5 More Essential Rules to Prevent Running Injuries
Posted by Jenn F. on Monday, February 22nd, 2016
Nothing is worse for an active runner than to get laid up with an injury! It’s best to just prevent the mandatory time off altogether, right? Our sports medicine doctors have worked with countless New York marathon runners, Road Runners club members, Olympians, running coaches and weekend warriors who have been forced to take the long, hard road to recovery following a foot or ankle injury. Last week, we published five tips to help you prevent this fate last week. From moderation to stretching, here are five more rules to prevent running injuries:
1. Pay attention to your running surfaces.
How level is your normal running surface? Some of us just take the most scenic route without really gauging how level the surface is. Even a minor slope in the road puts you at a leg length discrepancy that can interfere with normal pronation and force you into an unbalanced position. While this isn’t likely to cause harm if you run in this fashion every so often, runners who habitually favor the same sloped routes could run into trouble with foot and ankle injuries, not to mention hip and knee problems. Try to do some training on a bike path, dirt trail, running track, or treadmill to vary up your routine, our NYC podiatrists advise. Treadmills are especially good for beginners or marathon trainers to ramp up their mileage without becoming more susceptible to injury.
2. Don’t try to be the hare.
We all know that speedwork is good for improving our skill sets as runners. However, research shows a very obvious correlation between racing and injuries. Many runners we’ve worked with say they have one or two speedy interval runs during the week and race on the weekends. That’s a lot of pounding of the feet and ankles to sustain without rest. “We often ask people: is it worth improving your speed by five percent to increase your injury risk by 25 percent?” says Dr. Josef J. Geldwert, DPM. A better plan is to take ample recovery time after a race — one day for every mile raced is a good rule of thumb. Take a page from the Olympic gold medalist playbook and do no more than 5-10% of your training at 5K race pace or faster.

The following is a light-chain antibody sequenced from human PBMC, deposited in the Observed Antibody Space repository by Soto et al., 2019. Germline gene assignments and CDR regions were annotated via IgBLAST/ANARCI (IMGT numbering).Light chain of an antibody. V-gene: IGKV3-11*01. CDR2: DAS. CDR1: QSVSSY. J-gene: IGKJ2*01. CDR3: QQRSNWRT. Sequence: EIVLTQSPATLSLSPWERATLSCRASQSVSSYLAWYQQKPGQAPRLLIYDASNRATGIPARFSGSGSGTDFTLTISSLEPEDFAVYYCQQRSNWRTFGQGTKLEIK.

3. Find a second love.
The most dedicated runners we know all have a second love, too. It’s like your children — you can love another sport, just in a different way. Aim to do a different activity at least one day a week to work different muscles, joints, and tissue groups. Experts agree that the best cross-training activities include swimming, cycling, rowing, and elliptical training. You may also find an activity like shooting hoops, playing a few rounds of golf, or hitting the tennis ball to be an enjoyable break from running as well.
If you’re recovering from injury, try the following:
- Swimming for Iliotibial-Band Syndrome
- Swimming, biking, elliptical, or rowing for Achilles pain
- Swimming, biking, elliptical, or rowing for plantar fasciitis
- Swimming for stress fracture
Check out this guide from Runner’s World to prevent injury while cross-training.
4. Ask a podiatrist to check if your shoes fit.
When was the last time you had your feet professionally fitted for shoes? If it’s been a while, your shoe size and ideal type might surprise you. There is no single “best shoe” for everyone. There are many individual factors to consider, which is why it’s good to speak with a doctor — someone who isn’t a shoe store sales associate that can give you an unbiased assessment based on sound science rather than marketing pitches. The right shoes won’t cure all your woes, but they can greatly improve comfort and function. Keep in mind that running shoes should be replaced at least every 300-500 miles, but some shoes wear faster. If you have any questions about the condition of your shoes, we’re happy t0 answer them.
5. Increase flexibility in your legs.
Here’s a little-known fact: flexible hamstrings, knees, and hip flexors provide benefits all the way down to your calf muscles, Achilles tendon, and plantar fascia. With that in mind, you strongly recommend adding a warm up and post-run stretching to your runs. We understand there has been disagreement among experts as to the overall validity of stretching. However, we have seen benefits to improving flexibility and using weights for strength-training in these key areas to reduce the load on the feet and ankles. If you live in the New York City metro and you’re not sure how to approach this goal, we’d love to help. Contact us!
If you have any foot problems or pain, contact The Center for Podiatric Care and Sports Medicine. Dr. Josef J. Geldwert, Dr. Katherine Lai, Dr. Ryan Minara and Dr. Mariola Rivera have helped thousands of people get back on their feet. Unfortunately, we cannot give diagnoses or treatment advice online. Please make an appointment to see us if you live in the NY metropolitan area or seek out a podiatrist in your area.